Early assessment of risks for other disorders may significantly improve long-term outcomes.
Adolescents with a migraine diagnosis are more than twice as likely to develop additional psychiatric or pain disorders compared with adolescents without a migraine diagnosis, according to a study published in Cephalalgia.
This is the first study to show that adolescents diagnosed with migraine are at a significantly higher risk for developing an additional, comorbid disorder over the next 10 years in their transition into adulthood, compared to adolescents without any headache diagnosis.
Currently, the global prevalence of headache disorders is 46% in adults and 58% in children.
The study used BARMER health insurance data of 56,597 German adolescents that were 15 years old in 2006 to learn whether adolescents diagnosed with migraine are at significantly higher risk of developing other psychiatric comorbidities and pain syndromes during a 10-year time span. compared with adolescents without a headache diagnosis. All diagnoses were based on International Classification of Diseases (ICD) 10.
The following comorbidities were evaluated in the study:
Patients that were diagnosed with headache but not migraine and patients already diagnosed with any of these 5 comorbidities in 2006 were excluded from the final study. The control group included 22,368 patients without a migraine diagnosis and the test group included 431 patients with a consistent migraine diagnosis.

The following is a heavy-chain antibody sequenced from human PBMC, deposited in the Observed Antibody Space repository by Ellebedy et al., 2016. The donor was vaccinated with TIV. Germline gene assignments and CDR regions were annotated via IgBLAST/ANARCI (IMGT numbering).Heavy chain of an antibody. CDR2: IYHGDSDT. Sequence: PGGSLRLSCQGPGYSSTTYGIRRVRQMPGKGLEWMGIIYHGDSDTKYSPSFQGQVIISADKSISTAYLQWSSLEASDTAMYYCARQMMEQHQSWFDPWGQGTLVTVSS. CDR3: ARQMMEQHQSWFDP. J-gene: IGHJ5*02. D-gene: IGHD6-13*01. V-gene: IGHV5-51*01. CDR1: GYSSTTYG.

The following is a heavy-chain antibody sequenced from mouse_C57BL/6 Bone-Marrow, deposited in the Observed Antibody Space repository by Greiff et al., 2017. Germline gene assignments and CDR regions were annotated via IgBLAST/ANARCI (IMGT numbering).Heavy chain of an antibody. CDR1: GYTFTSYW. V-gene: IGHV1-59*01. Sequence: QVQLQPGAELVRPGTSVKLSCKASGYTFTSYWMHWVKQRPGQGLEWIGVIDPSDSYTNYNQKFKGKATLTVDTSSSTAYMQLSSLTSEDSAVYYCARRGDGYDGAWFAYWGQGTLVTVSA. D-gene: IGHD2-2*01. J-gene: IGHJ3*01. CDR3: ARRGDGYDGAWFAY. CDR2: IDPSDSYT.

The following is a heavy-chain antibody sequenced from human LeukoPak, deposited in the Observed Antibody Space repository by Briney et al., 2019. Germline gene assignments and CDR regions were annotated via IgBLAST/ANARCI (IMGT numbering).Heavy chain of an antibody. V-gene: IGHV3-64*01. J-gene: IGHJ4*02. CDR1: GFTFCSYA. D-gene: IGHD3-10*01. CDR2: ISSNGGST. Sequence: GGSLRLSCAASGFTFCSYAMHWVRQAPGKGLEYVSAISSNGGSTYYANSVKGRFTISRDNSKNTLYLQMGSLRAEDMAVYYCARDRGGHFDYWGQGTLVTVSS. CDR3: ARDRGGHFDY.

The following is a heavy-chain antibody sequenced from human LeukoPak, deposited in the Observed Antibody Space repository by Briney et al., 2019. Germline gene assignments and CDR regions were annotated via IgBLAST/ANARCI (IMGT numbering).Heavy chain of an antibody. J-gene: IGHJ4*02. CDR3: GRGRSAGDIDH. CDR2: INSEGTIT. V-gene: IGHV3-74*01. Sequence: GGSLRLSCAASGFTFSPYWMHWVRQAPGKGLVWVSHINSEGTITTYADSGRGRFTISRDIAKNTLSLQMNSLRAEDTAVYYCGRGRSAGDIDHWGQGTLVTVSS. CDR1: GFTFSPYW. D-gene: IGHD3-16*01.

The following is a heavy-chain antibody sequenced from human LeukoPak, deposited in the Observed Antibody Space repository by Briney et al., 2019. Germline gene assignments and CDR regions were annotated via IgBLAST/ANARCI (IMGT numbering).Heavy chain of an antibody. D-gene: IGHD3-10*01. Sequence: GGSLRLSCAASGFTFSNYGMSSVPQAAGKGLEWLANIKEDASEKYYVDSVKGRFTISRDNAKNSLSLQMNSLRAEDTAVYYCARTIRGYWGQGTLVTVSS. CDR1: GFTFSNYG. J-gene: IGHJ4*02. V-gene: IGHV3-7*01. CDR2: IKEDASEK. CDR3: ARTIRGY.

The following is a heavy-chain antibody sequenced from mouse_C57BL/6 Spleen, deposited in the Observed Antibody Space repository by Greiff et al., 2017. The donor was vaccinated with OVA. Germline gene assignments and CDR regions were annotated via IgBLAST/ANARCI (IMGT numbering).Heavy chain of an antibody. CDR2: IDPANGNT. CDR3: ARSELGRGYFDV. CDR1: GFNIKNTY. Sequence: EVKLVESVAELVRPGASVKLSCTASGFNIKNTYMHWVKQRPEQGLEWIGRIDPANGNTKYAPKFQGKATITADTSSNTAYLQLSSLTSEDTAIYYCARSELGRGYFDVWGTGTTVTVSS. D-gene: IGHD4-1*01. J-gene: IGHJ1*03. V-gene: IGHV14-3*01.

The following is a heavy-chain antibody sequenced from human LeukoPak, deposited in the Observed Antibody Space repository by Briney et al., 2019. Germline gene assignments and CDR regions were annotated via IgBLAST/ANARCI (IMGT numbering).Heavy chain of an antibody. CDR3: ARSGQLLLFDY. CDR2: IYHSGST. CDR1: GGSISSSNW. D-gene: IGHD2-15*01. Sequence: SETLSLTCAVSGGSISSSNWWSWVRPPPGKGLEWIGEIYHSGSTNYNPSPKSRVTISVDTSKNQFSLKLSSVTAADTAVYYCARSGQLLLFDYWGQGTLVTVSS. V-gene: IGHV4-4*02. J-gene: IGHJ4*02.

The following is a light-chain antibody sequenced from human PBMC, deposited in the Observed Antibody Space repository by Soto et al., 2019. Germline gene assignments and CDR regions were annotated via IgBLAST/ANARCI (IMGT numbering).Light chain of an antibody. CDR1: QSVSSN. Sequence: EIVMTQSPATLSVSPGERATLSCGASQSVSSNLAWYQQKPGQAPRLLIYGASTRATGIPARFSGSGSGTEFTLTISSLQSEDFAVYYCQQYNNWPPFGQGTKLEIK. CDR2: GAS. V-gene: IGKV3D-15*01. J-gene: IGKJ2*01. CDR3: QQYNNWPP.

In the 10-year follow-up period, researchers found that adolescent patients with a migraine diagnosis had a higher risk of developing the following additional disorders:
Research showed that 88.4% of the patients with migraine developed at least 1 of these disorders between 2006 and 2016. Overall analysis showed that patients in this group were 1.3 times more likely to develop 1 or more of the evaluated additional disorders compared to patients without a migraine diagnosis.
For clinical care, this study demonstrates the importance of considering the risk of later additional disorders in the initial medical assessment and during the clinical course of migraine in young patients.
“This vulnerability of adolescent patients with migraine contributes to the idea that migraine is a brain state with underlying alterations in the activity of multiple brain networks,” the authors said. “The question if migraine as a brain state constitutes a specific risk factor for additional psychological disorders or if chronic pain nonspecifically leads to a higher vulnerability for later disorders is not yet answered.”
They also suggest this increased risk may also increase the impact of migraine on an individual’s well-being, saying early evaluation of risks for additional disorders is essential in the care of these patients.
“Especially the transition from childhood to adulthood seems to be a vulnerable phase for this aspect and requires an increased awareness,” the authors concluded.
Gerstl L, Tadych N, Heinen F, et al. Migraine and the development of additional psychiatric and pain disorders in the transition from adolescence to adulthood. Cephalalgia. Published online June 23, 2021. doi:10.1177/03331024211021792